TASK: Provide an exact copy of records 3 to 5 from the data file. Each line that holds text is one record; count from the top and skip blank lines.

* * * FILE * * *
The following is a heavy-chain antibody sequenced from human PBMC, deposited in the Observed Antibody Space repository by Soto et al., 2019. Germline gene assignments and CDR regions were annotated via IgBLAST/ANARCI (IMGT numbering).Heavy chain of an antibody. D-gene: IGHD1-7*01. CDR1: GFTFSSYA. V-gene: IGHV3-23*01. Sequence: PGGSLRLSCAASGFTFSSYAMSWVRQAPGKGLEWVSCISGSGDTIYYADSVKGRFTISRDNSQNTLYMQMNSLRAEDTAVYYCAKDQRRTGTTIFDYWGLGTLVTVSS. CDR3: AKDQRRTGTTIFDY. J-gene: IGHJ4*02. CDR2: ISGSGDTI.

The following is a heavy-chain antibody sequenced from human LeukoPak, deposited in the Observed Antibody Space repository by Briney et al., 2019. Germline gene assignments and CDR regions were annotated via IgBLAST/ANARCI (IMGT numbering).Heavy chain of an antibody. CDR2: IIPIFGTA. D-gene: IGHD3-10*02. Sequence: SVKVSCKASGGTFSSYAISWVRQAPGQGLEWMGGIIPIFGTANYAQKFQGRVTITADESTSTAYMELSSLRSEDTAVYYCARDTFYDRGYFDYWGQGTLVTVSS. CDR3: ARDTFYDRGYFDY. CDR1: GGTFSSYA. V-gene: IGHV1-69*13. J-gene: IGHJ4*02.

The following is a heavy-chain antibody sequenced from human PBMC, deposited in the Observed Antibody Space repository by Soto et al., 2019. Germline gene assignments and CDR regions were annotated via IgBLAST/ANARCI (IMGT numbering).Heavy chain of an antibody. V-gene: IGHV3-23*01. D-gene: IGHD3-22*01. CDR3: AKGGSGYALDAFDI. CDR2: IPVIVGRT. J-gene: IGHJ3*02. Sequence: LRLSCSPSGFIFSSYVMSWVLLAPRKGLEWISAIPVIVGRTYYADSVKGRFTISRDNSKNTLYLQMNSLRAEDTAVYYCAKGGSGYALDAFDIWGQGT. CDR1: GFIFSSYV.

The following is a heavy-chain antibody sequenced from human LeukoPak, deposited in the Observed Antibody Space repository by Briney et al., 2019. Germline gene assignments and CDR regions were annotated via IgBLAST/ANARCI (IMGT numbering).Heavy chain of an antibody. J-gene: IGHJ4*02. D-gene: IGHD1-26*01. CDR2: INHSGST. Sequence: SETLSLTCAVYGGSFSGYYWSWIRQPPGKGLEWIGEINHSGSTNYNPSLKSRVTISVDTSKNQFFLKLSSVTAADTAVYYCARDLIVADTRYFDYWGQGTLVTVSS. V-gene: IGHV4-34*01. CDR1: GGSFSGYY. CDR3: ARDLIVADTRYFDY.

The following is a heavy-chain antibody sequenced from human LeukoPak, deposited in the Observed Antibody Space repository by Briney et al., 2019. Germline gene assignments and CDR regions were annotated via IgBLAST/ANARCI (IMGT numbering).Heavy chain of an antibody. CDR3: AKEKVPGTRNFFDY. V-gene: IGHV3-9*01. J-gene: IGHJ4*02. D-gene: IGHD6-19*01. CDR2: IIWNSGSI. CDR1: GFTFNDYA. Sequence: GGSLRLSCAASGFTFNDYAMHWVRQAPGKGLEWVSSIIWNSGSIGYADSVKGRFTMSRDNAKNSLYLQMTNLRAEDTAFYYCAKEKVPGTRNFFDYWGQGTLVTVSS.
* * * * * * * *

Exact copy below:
The following is a heavy-chain antibody sequenced from human PBMC, deposited in the Observed Antibody Space repository by Soto et al., 2019. Germline gene assignments and CDR regions were annotated via IgBLAST/ANARCI (IMGT numbering).Heavy chain of an antibody. V-gene: IGHV3-23*01. D-gene: IGHD3-22*01. CDR3: AKGGSGYALDAFDI. CDR2: IPVIVGRT. J-gene: IGHJ3*02. Sequence: LRLSCSPSGFIFSSYVMSWVLLAPRKGLEWISAIPVIVGRTYYADSVKGRFTISRDNSKNTLYLQMNSLRAEDTAVYYCAKGGSGYALDAFDIWGQGT. CDR1: GFIFSSYV.

The following is a heavy-chain antibody sequenced from human LeukoPak, deposited in the Observed Antibody Space repository by Briney et al., 2019. Germline gene assignments and CDR regions were annotated via IgBLAST/ANARCI (IMGT numbering).Heavy chain of an antibody. J-gene: IGHJ4*02. D-gene: IGHD1-26*01. CDR2: INHSGST. Sequence: SETLSLTCAVYGGSFSGYYWSWIRQPPGKGLEWIGEINHSGSTNYNPSLKSRVTISVDTSKNQFFLKLSSVTAADTAVYYCARDLIVADTRYFDYWGQGTLVTVSS. V-gene: IGHV4-34*01. CDR1: GGSFSGYY. CDR3: ARDLIVADTRYFDY.

The following is a heavy-chain antibody sequenced from human LeukoPak, deposited in the Observed Antibody Space repository by Briney et al., 2019. Germline gene assignments and CDR regions were annotated via IgBLAST/ANARCI (IMGT numbering).Heavy chain of an antibody. CDR3: AKEKVPGTRNFFDY. V-gene: IGHV3-9*01. J-gene: IGHJ4*02. D-gene: IGHD6-19*01. CDR2: IIWNSGSI. CDR1: GFTFNDYA. Sequence: GGSLRLSCAASGFTFNDYAMHWVRQAPGKGLEWVSSIIWNSGSIGYADSVKGRFTMSRDNAKNSLYLQMTNLRAEDTAFYYCAKEKVPGTRNFFDYWGQGTLVTVSS.